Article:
Springfield Navistar worker files complaint alleging harassment

A Navistar employee has sued, claiming harassment at work. Staff photo by Marshall Gorby

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A Navistar employee has sued, claiming harassment at work. Staff photo by Marshall Gorby

A Springfield Navistar employee has filed a lawsuit in Clark County Common Pleas Court alleging he was harassed and bullied on the job.

Court documents show Edward Miller filed the complaint late last month, alleging he suffered emotional and physical distress, lost wages and income, and mental anguish after he allegedly was discriminated against due to his race.

Navistar hasn’t filed a response to the complaint and company officials didn’t return a call or email seeking comment Friday.

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According to the complaint, Miller, who is African American, began working at Navistar’s Springfield plant in 1994. The lawsuit alleges he was harassed by nine co-workers beginning in 2012 and that they allegedly tried to force him out of his department. The complaint alleges one of the co-workers also used a racial slur.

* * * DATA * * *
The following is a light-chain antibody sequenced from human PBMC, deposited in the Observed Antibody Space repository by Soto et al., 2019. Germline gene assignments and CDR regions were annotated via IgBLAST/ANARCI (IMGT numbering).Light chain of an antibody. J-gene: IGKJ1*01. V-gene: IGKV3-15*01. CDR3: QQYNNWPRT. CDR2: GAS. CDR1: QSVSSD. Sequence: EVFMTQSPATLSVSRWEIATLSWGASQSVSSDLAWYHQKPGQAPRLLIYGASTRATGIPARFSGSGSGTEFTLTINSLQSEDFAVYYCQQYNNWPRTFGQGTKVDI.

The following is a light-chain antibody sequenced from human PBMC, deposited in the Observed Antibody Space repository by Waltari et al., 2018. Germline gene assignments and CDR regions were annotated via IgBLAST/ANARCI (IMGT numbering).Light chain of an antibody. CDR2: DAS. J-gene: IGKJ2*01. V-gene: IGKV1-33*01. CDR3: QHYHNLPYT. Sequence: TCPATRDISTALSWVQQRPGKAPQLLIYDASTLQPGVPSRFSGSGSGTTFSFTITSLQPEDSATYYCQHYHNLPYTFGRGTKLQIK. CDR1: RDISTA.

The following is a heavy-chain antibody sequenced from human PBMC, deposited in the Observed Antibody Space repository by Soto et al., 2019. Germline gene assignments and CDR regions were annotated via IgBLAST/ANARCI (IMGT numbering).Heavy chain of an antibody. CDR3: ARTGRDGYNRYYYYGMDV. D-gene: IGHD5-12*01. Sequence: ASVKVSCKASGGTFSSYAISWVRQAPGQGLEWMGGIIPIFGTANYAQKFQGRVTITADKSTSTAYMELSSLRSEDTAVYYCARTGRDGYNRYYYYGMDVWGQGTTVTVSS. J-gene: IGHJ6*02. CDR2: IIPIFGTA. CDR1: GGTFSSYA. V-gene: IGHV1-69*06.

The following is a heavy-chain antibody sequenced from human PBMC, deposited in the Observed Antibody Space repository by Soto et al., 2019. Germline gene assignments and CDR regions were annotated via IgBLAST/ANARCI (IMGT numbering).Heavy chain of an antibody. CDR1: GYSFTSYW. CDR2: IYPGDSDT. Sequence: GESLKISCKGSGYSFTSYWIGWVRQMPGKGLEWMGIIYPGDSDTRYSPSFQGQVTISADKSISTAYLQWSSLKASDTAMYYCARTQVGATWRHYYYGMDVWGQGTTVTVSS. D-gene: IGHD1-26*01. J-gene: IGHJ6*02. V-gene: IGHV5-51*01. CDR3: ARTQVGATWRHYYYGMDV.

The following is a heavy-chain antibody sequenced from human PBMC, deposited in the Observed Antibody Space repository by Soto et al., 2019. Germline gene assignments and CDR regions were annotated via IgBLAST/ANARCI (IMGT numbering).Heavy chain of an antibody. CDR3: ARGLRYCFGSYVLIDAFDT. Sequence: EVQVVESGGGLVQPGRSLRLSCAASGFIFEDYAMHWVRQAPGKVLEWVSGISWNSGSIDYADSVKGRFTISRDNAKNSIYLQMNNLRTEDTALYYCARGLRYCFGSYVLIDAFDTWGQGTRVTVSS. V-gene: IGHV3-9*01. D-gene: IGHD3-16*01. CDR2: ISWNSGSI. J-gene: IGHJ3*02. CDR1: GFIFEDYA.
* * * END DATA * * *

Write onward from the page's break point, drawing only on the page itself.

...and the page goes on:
Miller claims he complained to supervisors but the alleged harassment intensified, the lawsuit says, and he filed a charge with the Equal Employment Opportunity Commission and contacted the NAACP. He took disability leave as a result of stress in 2015 and the suit alleges the harassment continued when he returned.

Miller continues to work for Navistar, said Erica Probst, his attorney in the case. She declined to provide further details about the alleged harassment.

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Probst said her client received a notice of suit rights from the EEOC that entitled him to file a lawsuit in federal court. However, by the time Miller arrived at her office, the statute of limitations allowing him to file in federal court had passed, she said.

Kimberly Smith-Brown, a spokeswoman for the EEOC, said the agency is prohibited from either confirming or denying the existence of a discrimination filing or investigation.

“Information about specific cases only becomes public if and when EEOC files a lawsuit — which is usually a last resort,” Smith-Brown said.

Denise Williams, president of the Springfield Unit of the NAACP, confirmed Miller contacted the organization but she declined to discuss the case further.

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The lawsuit seeks an undisclosed amount of damages, including attorney fees, back pay, reinstatement, and several other damages.

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